The recent rain events in California have complicated crop production activities for many growers including delayed planting or harvesting and altered pest management activities (including weed control).
Below are my thoughts about the possible impacts wet weather could have on weeds and weed suppression:
- Rains can facilitate seed germination and seedling emergence although wet soils may delay post-emergence control activities (be they chemical or physical operations). Sarah Light, a UC advisor working in the Sacramento Valley, wrote this blog post last year about soil compaction and strategies to avoid it (
When: Saturday, May 11
Time: 9:00am to 2:00pm
Where: Ruth McKenzie Table Mountain Preserve (22477 Auberry Rd, Clovis, CA 93619, Fresno County)
There will be a hands-on, field-based extension day exploring weed identification, management options, and local best practices for the control of problem vegetation inrangelend systems on May 11 at RuthMacKenzie Table Mountain Preserve (22477 Auberry...
The South Sacramento Valley Wheat and Barley Field Demonstration Day will be held from 8:45 - 10:30AM on April 24th, 2019 in the Dunnigan Hills area. The program will feature UC small grain research on weed management, nitrogen management and variety testing. CUEs for Nutrient Management (0.5) and Integrated Pest Management (0.5) will be offered. Please see the following link for more information: https://ucanr.edu/blogs/blogcore/postdetail.cfm?postnum=29668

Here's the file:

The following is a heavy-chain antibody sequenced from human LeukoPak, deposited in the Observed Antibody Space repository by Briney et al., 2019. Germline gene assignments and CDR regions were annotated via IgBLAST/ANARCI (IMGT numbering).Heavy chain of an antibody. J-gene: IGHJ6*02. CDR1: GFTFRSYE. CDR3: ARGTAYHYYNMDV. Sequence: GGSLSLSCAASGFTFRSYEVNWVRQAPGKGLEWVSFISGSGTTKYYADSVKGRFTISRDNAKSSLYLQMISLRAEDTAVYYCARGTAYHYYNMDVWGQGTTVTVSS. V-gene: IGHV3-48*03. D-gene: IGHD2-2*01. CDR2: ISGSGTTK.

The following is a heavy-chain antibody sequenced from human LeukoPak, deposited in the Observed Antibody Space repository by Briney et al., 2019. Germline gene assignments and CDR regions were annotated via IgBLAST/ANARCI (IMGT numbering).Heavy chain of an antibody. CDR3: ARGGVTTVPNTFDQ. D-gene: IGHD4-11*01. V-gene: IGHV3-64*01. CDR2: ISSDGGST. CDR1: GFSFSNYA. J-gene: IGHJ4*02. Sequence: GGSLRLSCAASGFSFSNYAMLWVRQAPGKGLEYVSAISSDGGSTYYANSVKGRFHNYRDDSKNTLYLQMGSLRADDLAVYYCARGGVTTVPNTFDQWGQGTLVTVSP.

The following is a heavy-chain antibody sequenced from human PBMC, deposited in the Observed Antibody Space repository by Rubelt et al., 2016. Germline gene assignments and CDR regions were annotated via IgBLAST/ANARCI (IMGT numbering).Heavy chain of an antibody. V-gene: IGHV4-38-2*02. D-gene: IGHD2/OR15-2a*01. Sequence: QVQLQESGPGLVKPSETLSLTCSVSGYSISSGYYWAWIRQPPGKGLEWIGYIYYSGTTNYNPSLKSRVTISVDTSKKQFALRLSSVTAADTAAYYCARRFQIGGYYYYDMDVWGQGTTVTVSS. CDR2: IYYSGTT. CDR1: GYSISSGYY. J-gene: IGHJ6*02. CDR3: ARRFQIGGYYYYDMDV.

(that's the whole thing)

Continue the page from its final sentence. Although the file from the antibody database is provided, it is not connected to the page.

2019 Automated Weeder and Thinner Demonstration and Field Day
The 2019 Automated Weeder and Thinner Demonstration and Field day will take place on Tuesday, May 21, from 10:00 a.m. to 12:00 noon at the USDA Spence Research Field Station, 1572 Old Stage Road in Salinas. Automated technologies are helping to fill the gap in the supply of labor that is occurring in the farming community. At this field day weeders and automated lettuce thinners developed by a number of companies will be demonstrated on lettuce plantings. Both driven and autonomous machines that use a variety of different mechanisms to remove unwanted plants will be available for viewing. These technologies are useful to both conventional and organic...
Abutilon theophrasti (commonly known as velvetleaf) is a summer-emerging, annual, broad-leaf weed native to Asia. The species can be found mainly in the Central Valley (and mostly in the Sacramento Valley) in agronomic crop systems, along roadsides, in orchards and vineyards, and in other disturbed areas.
Cotyledons (approximately 1/2 inch (12 mm) long and wide) are rounded to heart-shaped in appearance. The first true leaves are heart-shaped with with shallow and rounded-toothed margins. Velvetleaf cotyledons, leaves and petioles are covered with fine, soft hairs (hence the name 'velvetleaf').
Images are included in a printable PDF document at the end of the post. For more...